However, separation of church and state is but one of the Satanists’ aims. As the film shows, they have also taken on such other faith-based issues as the hypocrisy of religious institutions, most notably the Roman Catholic Church and its cover-up of the actions of pedophile priests (something one won’t find among the ranks of the leaders of The Satanic Temple, they contend). In addition, they have railed against initiatives to institute prayer in school and at government meetings (unless, of course, Satanic verses can be included as part of those programs as well). They have even sought the establishment of after-school Satanic groups in locales where Christians have actively sought to launch Bible studies.
On a more secular level, Satanists have sought to preserve women’s reproductive protections and to promote gay rights, most notably same-sex marriage. Much of the opposition in these areas also comes from religious organizations, such as the insufferably vocal, supremely homophobic Westboro Baptist Church, which the Temple has unabashedly taken on publicly with devilish glee. The measures implemented by Temple members to counter such protests have been just as satirical, thought-provoking and creative as those used in their other endeavors, all designed to raise awareness about the corruption, hypocrisy and self-serving agendas behind these dubious, reactionary initiatives.
Without a doubt, Satanists have been called “dangerous” for what they do. Yet, if this film is any indication, perhaps the most seditious idea they’re calling for is to think for ourselves. And, if that is indeed a vile, distasteful notion, then perhaps it’s high time for any of us with any common sense to consider moving out of the country. But not if the Satanists have their say; they plan to hold their ground. And, because their ideas seem to speak to a broad number of people, they have become one of the fastest growing religious sects in the country today.
Of course, calling The Satanic Temple a religion may be a bit of a stretch. Most of these ideas are fundamentally social and political in nature, though, for tax purposes, the Temple has had itself legally classified as a religion, something more conventional faiths would probably rail against (even though they often do the same themselves). But this is more proof that Greaves and company can beat the others at their own game and get away with it.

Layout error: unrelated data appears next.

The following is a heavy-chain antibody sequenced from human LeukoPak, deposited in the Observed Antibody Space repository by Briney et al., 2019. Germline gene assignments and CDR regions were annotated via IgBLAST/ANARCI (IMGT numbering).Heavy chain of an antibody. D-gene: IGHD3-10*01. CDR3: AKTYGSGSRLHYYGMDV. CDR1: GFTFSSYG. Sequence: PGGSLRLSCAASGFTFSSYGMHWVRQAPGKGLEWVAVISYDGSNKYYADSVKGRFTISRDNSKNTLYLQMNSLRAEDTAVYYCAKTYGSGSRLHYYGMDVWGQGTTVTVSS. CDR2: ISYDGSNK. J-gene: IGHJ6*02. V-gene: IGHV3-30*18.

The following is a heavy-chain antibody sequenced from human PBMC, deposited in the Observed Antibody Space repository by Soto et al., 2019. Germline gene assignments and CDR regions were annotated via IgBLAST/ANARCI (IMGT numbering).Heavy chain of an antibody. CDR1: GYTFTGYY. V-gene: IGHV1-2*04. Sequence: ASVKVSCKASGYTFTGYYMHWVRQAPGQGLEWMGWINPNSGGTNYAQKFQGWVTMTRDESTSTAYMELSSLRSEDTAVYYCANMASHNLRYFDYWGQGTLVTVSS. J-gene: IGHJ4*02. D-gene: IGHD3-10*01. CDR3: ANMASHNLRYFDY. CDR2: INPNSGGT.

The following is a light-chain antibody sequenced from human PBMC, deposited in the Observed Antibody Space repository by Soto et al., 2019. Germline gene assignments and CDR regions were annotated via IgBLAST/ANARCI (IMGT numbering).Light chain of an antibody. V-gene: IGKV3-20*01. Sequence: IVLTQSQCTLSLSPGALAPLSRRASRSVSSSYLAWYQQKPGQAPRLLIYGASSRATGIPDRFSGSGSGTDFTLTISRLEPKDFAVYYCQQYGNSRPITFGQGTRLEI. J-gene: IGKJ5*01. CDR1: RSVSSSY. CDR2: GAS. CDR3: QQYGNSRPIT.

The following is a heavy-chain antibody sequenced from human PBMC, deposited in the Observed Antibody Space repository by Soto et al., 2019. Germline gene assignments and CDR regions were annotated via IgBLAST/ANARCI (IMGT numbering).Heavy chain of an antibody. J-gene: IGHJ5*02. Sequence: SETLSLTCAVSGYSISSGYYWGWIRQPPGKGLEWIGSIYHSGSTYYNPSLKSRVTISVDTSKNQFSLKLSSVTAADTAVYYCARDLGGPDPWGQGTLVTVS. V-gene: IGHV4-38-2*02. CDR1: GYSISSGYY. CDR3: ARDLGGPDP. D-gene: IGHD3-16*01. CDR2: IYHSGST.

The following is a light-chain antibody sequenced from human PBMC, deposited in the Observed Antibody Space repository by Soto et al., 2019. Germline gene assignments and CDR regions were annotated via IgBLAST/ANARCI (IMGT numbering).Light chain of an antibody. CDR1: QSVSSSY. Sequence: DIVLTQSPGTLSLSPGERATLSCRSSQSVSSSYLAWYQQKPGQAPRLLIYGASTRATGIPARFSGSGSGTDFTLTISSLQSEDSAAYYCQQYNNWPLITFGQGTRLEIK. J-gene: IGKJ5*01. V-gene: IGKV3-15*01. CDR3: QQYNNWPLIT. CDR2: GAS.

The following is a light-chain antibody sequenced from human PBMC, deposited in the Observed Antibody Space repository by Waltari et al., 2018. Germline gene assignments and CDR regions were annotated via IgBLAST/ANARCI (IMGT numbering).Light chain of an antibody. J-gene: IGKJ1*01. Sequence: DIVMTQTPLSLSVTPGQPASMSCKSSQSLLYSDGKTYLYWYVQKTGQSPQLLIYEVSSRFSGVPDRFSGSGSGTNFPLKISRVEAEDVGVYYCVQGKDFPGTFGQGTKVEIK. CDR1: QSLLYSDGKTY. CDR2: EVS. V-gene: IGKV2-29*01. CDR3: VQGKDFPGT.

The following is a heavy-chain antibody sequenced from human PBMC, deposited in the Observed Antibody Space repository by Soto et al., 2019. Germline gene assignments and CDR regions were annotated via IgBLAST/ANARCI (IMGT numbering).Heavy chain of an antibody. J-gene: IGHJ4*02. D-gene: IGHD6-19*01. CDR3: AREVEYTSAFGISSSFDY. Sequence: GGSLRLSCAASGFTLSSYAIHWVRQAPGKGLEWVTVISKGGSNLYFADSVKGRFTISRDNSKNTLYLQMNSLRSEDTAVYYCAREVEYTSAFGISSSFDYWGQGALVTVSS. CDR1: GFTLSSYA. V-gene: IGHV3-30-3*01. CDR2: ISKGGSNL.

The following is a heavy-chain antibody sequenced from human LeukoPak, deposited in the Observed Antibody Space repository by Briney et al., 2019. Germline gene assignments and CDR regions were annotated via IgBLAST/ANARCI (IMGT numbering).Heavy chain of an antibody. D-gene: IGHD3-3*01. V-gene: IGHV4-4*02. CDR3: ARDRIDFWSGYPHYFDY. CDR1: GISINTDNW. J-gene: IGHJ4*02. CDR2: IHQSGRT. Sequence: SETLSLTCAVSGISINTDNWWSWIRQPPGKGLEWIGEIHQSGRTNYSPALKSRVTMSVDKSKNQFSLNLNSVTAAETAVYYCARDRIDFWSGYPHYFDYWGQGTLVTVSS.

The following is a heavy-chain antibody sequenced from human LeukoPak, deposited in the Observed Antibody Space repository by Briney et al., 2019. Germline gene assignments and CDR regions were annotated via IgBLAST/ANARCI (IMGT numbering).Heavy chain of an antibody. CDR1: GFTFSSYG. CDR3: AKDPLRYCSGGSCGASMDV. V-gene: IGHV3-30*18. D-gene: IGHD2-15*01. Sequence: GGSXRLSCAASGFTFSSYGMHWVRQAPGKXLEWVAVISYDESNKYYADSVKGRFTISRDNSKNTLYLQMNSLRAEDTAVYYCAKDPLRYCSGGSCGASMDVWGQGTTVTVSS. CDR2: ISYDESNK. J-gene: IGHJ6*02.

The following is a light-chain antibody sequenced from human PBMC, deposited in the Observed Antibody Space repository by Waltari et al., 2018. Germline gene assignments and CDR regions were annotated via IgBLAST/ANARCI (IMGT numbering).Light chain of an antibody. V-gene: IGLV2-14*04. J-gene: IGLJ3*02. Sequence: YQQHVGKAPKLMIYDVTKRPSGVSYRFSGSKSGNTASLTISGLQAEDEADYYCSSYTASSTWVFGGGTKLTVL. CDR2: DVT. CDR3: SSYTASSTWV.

From viewing this film, it would seem that much of what we’ve been taught to believe about Satanists is unfounded, that they’re misunderstood and innocent of what they’ve been accused. The Temple has even taken steps to cultivate this image by issuing guidelines to its various chapters outlining what the faith stands for, an attempt to promote consistency and continuity among its members and leaders in educating the public.
However, as often happens with religious organizations, there are those within them who invariably go rogue, deviating from the institution’s doctrines and principles, and The Satanic Temple is no exception. The documentary reveals this through the Temple’s official severance of ties with its Detroit chapter, led by overzealous advocate Jex Blackmore. She believed that progress for the Satanist agenda was coming too slowly and began advocating actions, such as violence, to speed up the process. Given this violation of the Temple’s tenets, Greaves cut off relations with this chapter, calling it a regrettable but necessary action to preserve the Temple’s image and prevent the public from getting the wrong impression. In that regard, then, it would seem that even Satanists are not immune to the administrative and philosophical problems that can hamper the missions of religious institutions.
Nevertheless, despite such issues, it would seem the Temple is doing something right to spur its impressive growth. When organizations like this experience such an expansion in a short period of time, they’re usually espousing ideas that have widespread appeal for a large pool of would-be followers. So, in light of the corrupt, hypocritical state of affairs characterizing many segments of contemporary society, as well as the growing number of individuals who are becoming increasingly intolerant of such conditions, it shouldn’t come as any surprise that the ideas championed by an institution openly opposed to such circumstances would attract the backing of a number of fiercely loyal, dedicated followers.